The hard word in this Sunday's gospel is that we have, in our fallen way of doing things, responded to poverty, sickness, age, vulnerability, and just plain difference by running away from those who remind us of what we fear. Since we can't run far or fast enough, we dig chasms between us. The poor live on one side of the tracks or the river or the freeway, and the rich on another. The poor go to one church, and the rich go to another. The poor are objects of church "outreach programs"; the rich are church members and leaders. You could add to this catalogue of chasms, I know. We build them around all kinds of categories: race or ethnicity, religion, sexual orientation, respectability ... the list could go on and on.

And the truth is that whenever we dig such chasms, and especially when we seek to make them unbridgeable, we can be very, very sure that we're on the wrong side of it.

This behavior is hurtful all the way around. Isolating ourselves from our sisters and brothers in the human family doesn't make us less vulnerable; it just denies us the opportunity to see and experience that much more of the image of God. It makes us miserable. It does violence to our souls to live this way as it inflicts violence on the bodies and families of the "have-nots."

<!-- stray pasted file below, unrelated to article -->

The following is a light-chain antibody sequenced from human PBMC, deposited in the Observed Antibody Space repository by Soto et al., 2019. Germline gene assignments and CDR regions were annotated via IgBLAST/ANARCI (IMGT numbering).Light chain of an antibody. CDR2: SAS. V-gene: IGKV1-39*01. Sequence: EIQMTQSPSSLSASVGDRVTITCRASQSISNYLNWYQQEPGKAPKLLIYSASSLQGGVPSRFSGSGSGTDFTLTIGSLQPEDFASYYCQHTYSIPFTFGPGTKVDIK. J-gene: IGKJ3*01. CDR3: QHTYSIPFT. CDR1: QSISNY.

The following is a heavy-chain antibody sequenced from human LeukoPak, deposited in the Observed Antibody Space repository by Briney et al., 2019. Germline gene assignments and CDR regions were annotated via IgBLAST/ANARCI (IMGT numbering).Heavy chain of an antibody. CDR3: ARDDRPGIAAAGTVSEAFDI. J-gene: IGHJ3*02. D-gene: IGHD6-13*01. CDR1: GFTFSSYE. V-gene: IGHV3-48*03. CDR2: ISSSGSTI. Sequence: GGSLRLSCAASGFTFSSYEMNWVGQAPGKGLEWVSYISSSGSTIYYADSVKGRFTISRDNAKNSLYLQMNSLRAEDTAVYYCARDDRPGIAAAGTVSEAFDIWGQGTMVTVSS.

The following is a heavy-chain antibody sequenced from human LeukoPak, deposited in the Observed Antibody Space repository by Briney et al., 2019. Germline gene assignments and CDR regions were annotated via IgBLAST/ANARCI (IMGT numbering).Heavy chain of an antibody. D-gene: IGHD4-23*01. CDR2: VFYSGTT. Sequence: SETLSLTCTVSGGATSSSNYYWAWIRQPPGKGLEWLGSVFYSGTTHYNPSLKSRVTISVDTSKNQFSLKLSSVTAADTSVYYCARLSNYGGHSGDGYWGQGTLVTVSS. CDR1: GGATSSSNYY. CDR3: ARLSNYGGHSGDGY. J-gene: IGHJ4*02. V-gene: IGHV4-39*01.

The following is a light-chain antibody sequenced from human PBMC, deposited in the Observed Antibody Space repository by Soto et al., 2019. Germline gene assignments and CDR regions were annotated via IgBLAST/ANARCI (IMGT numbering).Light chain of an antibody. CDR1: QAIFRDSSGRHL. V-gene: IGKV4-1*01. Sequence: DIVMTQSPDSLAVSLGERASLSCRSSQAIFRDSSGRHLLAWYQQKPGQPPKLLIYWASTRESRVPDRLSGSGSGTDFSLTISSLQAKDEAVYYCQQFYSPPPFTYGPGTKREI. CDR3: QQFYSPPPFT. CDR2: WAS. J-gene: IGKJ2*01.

We were not made for this. And we have a name for behaving in a way that isolates us from one another and from God. We religious types call it "sin."

It's Good News, though, that we were not made for this. The Good News is that even as we look at our lives, our world, and all the ways we can feel trapped in them the way they are, a part of us knows we were not made for this. The Good News is that just as we're ready to cry with St. Paul in Romans, "Who will rescue me from this body of death?," we can still hear God's call:

Thanks be to God -- when we separated ourselves from one another and from God, God sent the prophets to plead, to shout, to remind us that God made us for justice and peace in community.

Thanks be to God -- in the fullness of time, God sent Jesus, whose life, death, and resurrection shows us that no human power can dig a chasm too broad or deep to be bridged in God's grace.

There is a hard word in the story of Lazarus and the rich man, but there is also an invitation to engage God's mission of healing, justice, and reconciliation in the world. And the marvelous thing -- well, one of the wonders I keep discovering as I seek to follow Jesus -- is that the cool water for which the rich man longs, the peace and freedom and joy that Lazarus enjoys as God's gift, is available to us now -- partially and sometimes fleetingly, but REALLY, a taste of grace that nourishes hope -- whenever we seek justice for the poor, whenever we strive to live in reconciled and reconciling community.

Thanks be to God!

September 27, 2007 in Community, Luke, ONE campaign/Millennium Development Goals, Reconciliation, Year C | Permalink